Tag Archives: Art Exhibition

Interview with artist and Passion for Freedom winner Roberta Coni

12 Dec

The annual Passion for Freedom Art competition took place last month in which a group of international artists were asked to address the subject of religion and human rights.

The exhibition comes directly from The One Law for All campaign against the Sharia Law in Britain. The Sharia law is an Islamic law based on a combination of sources, including the Quran and the Sunna.

Courtesy of onelawforall.org.uk

According to a report by One Law for All, in the Sharia law’s penal code, women can be stoned to death for sex outside of marriage, homosexuality is punishable by death and improper veiling is punishable with fines and imprisonment. A woman’s testimony is worth half that of a man’s and while a man can have four wives and can easily divorce, a woman must give justification for requesting a divorce, some of which are extremely difficult to prove.

In a law that values retribution as an appropriate form of justice, One Law for All fiercely campaigns against its implementation in the UK.  Civitas estimates that there are at least 85 Sharia courts in Britain that implement and enforce the Sharia law, mainly covering issues such as divorce. Considering the severe disadvantage women are at in the first place, (and the many that are unaware of their rights under British law) that proceedings are not recorded and that there is no legal accountability, it’s clear that activism and action is needed by the government who have so far been sluggish to react.

Fuelled by this need for action and legal equality, the artwork for the Passion for Freedom competition aims to reflect this injustice and covers issues ranging from child ‘marriage’ to women’s oppression.

After the exhibition, I had the opportunity to speak to one of the winning artists, Roberta Coni, about her views on the Sharia law and her winning piece, Erasing Herself.

What was the motivation for taking part in the Passion for Freedom exhibition?

I believe that art is often considered only for its decorative aspect, so this seemed to me the perfect opportunity to denounce this mentality and bring attention to this tragic issue to people who are unaware.

My painting “Erasing herself” is a portrait of an old woman to which I removed, with a brush stroke, the features and her identity, as the Sharia dictatorship does. Personality, freedom and individual choices, are buried under a heavy silence and submission, thus denying all freedom and original identity of the woman. Where Sharia law is state law, a woman is, in terms of rights, a pariah.

What are your views on the Sharia law and has it been implemented in Italy?

Sharia is a religious code for living, found in the Quran and the Sunna, that covers all aspects of life. The woman’s role is always inferior to male relatives. Women are subjected to a limited life- their identity and individual freedom doesn’t exist, that should be a human right for any individual. Continue reading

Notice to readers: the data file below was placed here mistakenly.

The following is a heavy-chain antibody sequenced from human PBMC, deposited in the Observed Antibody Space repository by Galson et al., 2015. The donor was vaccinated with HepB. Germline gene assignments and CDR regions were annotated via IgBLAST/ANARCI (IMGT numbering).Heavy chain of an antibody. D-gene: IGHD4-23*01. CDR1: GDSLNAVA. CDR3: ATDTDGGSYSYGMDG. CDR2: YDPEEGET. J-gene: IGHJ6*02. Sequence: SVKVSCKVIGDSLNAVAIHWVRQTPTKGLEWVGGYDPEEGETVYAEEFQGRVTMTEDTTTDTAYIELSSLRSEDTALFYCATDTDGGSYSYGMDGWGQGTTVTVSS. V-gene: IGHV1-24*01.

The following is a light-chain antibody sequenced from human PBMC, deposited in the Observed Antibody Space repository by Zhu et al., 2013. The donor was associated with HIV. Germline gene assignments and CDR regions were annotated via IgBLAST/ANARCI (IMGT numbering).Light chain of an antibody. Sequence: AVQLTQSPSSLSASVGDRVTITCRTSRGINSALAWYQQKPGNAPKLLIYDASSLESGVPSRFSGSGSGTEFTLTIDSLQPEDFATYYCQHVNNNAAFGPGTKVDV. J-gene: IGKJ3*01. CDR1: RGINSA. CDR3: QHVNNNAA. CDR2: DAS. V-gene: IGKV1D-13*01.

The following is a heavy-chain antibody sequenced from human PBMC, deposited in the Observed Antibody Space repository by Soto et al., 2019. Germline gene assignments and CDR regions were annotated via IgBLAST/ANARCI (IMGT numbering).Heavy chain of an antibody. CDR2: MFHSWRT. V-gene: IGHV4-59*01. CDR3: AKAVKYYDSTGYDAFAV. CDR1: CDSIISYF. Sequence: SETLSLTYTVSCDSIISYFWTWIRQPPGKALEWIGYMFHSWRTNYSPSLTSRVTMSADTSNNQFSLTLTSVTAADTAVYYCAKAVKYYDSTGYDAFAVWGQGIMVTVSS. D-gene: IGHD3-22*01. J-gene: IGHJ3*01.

Tamsyn Challenger: the inspiration behind 400 Women

14 Nov

Artist Tamsyn Challenger took some time out before the launch of her exhibition, 400 Women, to discuss the tragic inspiration behind the project and the plans for its future.

Could you tell us a bit about your background?

I studied art at Winchester School of Art and KIAD. My work has been exhibited in the Truman Brewery and Candid Arts in London and I’ve worked as a collaborative artist with the Magdalena Festival in Barcelona and with Triangle theatre. My first solo show ‘The Tamsynettes‘ was at Transition Gallery in Bethnal Green in March 2010.

What is the project 400 Women about?

400 Women is a project made in response to the brutal rape and murder of countless women and girls in the border region of Ciudad Juarez, Mexico. It’s reliant on a mass collaboration of artists painting the portraits of the missing and murdered and for me each artist participating represents the women I have given them to work with.

What was the inspiration behind 400 Women?

The idea behind the project was sparked when I met several of the mothers and family members in Mexico in 2006. One mother in particular singularly effected me. Her name is Consuelo Valenzuela, her daughter Julieta went missing in 2001. Just as I was leaving her on our final meeting, she pushed postcards of her daughter into my hands. The face looking up at me, was such a poverty of an image. It had been reproduced from a snapshot and the face was blurred. I think I just wanted to bring that face back again and that’s really what started 400 Women in my mind.

Has there been a particular case that has moved you the most?

That’s very tricky. I have so many stories in my head, memories of the mothers I met, of course, however there are a number of women and girls I’ve sent out to artists that have really stayed with me over the 5 years I’ve worked on the project; Airis Estrella who was found raped and strangled in a cement tube at the age of 7; Barbara Araceli who was originally identified with the cotton field murders in 2001 and then found misidentified by the Argentinian Forensic 5 years later. Her mother died in 2006 never knowing what had happened to her daughter.

How did you find so many artists?

They are mostly artists I like and respect. I basically just asked them if they’d like to be involved. I sent out the project proposal and most have responded positively. Of course, what happens is that you then get interest from artists who hear about the project from those already on-board but it’s primarily been invite only.

How has this project affected your own art and did you paint a woman?

Inevitably, if you hold a conceptual project like 400 Women in your mind for five years I think it will eventually spill out on to paper or in my case board. Continue reading